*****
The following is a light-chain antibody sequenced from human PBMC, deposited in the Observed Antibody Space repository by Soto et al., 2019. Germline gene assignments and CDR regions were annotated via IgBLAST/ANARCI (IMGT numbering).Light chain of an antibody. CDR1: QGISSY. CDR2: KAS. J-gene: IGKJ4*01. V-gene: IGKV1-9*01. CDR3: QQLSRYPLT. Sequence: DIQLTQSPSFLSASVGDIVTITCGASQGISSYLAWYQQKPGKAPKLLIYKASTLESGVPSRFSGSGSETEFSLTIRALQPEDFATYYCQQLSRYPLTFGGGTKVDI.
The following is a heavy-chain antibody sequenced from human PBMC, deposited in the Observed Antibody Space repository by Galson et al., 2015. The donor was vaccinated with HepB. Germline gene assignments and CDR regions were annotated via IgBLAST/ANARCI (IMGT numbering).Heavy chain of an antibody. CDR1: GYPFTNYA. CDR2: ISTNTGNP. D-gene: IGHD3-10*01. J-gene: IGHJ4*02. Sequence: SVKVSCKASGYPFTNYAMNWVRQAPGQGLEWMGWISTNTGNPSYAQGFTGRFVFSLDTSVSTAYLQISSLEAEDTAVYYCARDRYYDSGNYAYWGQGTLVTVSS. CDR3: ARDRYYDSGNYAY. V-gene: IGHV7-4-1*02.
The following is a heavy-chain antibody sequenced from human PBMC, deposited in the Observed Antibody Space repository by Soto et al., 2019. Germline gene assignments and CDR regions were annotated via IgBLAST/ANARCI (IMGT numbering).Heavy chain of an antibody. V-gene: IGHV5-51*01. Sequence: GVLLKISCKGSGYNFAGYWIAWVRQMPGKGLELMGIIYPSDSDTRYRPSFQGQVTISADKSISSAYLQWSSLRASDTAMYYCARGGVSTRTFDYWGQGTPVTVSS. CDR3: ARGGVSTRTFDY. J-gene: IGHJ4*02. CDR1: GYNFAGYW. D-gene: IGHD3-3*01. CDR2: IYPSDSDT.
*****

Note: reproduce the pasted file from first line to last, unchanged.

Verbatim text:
The following is a light-chain antibody sequenced from human PBMC, deposited in the Observed Antibody Space repository by Soto et al., 2019. Germline gene assignments and CDR regions were annotated via IgBLAST/ANARCI (IMGT numbering).Light chain of an antibody. CDR1: QGISSY. CDR2: KAS. J-gene: IGKJ4*01. V-gene: IGKV1-9*01. CDR3: QQLSRYPLT. Sequence: DIQLTQSPSFLSASVGDIVTITCGASQGISSYLAWYQQKPGKAPKLLIYKASTLESGVPSRFSGSGSETEFSLTIRALQPEDFATYYCQQLSRYPLTFGGGTKVDI.
The following is a heavy-chain antibody sequenced from human PBMC, deposited in the Observed Antibody Space repository by Galson et al., 2015. The donor was vaccinated with HepB. Germline gene assignments and CDR regions were annotated via IgBLAST/ANARCI (IMGT numbering).Heavy chain of an antibody. CDR1: GYPFTNYA. CDR2: ISTNTGNP. D-gene: IGHD3-10*01. J-gene: IGHJ4*02. Sequence: SVKVSCKASGYPFTNYAMNWVRQAPGQGLEWMGWISTNTGNPSYAQGFTGRFVFSLDTSVSTAYLQISSLEAEDTAVYYCARDRYYDSGNYAYWGQGTLVTVSS. CDR3: ARDRYYDSGNYAY. V-gene: IGHV7-4-1*02.
The following is a heavy-chain antibody sequenced from human PBMC, deposited in the Observed Antibody Space repository by Soto et al., 2019. Germline gene assignments and CDR regions were annotated via IgBLAST/ANARCI (IMGT numbering).Heavy chain of an antibody. V-gene: IGHV5-51*01. Sequence: GVLLKISCKGSGYNFAGYWIAWVRQMPGKGLELMGIIYPSDSDTRYRPSFQGQVTISADKSISSAYLQWSSLRASDTAMYYCARGGVSTRTFDYWGQGTPVTVSS. CDR3: ARGGVSTRTFDY. J-gene: IGHJ4*02. CDR1: GYNFAGYW. D-gene: IGHD3-3*01. CDR2: IYPSDSDT.